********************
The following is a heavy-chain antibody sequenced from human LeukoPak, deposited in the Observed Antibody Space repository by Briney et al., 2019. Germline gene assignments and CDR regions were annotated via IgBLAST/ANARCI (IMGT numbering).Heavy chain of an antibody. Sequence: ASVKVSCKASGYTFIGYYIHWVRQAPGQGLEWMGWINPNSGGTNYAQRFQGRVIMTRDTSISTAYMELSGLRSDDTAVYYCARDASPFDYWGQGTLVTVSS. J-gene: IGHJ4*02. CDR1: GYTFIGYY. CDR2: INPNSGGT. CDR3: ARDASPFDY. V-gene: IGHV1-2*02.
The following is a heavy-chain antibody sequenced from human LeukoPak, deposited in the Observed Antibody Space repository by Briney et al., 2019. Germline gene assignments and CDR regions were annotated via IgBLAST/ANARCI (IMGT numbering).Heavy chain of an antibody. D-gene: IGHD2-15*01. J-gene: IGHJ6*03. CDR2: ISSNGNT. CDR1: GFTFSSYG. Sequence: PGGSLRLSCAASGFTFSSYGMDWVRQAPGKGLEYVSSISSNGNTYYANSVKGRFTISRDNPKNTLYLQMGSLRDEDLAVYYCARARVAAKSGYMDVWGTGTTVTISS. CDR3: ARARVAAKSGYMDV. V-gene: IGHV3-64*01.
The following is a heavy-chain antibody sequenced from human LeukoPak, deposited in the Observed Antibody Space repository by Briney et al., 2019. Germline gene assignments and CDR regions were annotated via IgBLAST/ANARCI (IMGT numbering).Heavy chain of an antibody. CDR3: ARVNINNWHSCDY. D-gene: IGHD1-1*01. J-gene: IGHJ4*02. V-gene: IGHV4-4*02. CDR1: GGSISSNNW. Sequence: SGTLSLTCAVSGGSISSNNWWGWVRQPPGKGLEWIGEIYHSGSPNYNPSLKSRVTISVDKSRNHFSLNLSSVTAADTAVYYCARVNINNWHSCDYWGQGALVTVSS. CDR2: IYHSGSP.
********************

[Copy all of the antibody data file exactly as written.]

The following is a heavy-chain antibody sequenced from human LeukoPak, deposited in the Observed Antibody Space repository by Briney et al., 2019. Germline gene assignments and CDR regions were annotated via IgBLAST/ANARCI (IMGT numbering).Heavy chain of an antibody. Sequence: ASVKVSCKASGYTFIGYYIHWVRQAPGQGLEWMGWINPNSGGTNYAQRFQGRVIMTRDTSISTAYMELSGLRSDDTAVYYCARDASPFDYWGQGTLVTVSS. J-gene: IGHJ4*02. CDR1: GYTFIGYY. CDR2: INPNSGGT. CDR3: ARDASPFDY. V-gene: IGHV1-2*02.
The following is a heavy-chain antibody sequenced from human LeukoPak, deposited in the Observed Antibody Space repository by Briney et al., 2019. Germline gene assignments and CDR regions were annotated via IgBLAST/ANARCI (IMGT numbering).Heavy chain of an antibody. D-gene: IGHD2-15*01. J-gene: IGHJ6*03. CDR2: ISSNGNT. CDR1: GFTFSSYG. Sequence: PGGSLRLSCAASGFTFSSYGMDWVRQAPGKGLEYVSSISSNGNTYYANSVKGRFTISRDNPKNTLYLQMGSLRDEDLAVYYCARARVAAKSGYMDVWGTGTTVTISS. CDR3: ARARVAAKSGYMDV. V-gene: IGHV3-64*01.
The following is a heavy-chain antibody sequenced from human LeukoPak, deposited in the Observed Antibody Space repository by Briney et al., 2019. Germline gene assignments and CDR regions were annotated via IgBLAST/ANARCI (IMGT numbering).Heavy chain of an antibody. CDR3: ARVNINNWHSCDY. D-gene: IGHD1-1*01. J-gene: IGHJ4*02. V-gene: IGHV4-4*02. CDR1: GGSISSNNW. Sequence: SGTLSLTCAVSGGSISSNNWWGWVRQPPGKGLEWIGEIYHSGSPNYNPSLKSRVTISVDKSRNHFSLNLSSVTAADTAVYYCARVNINNWHSCDYWGQGALVTVSS. CDR2: IYHSGSP.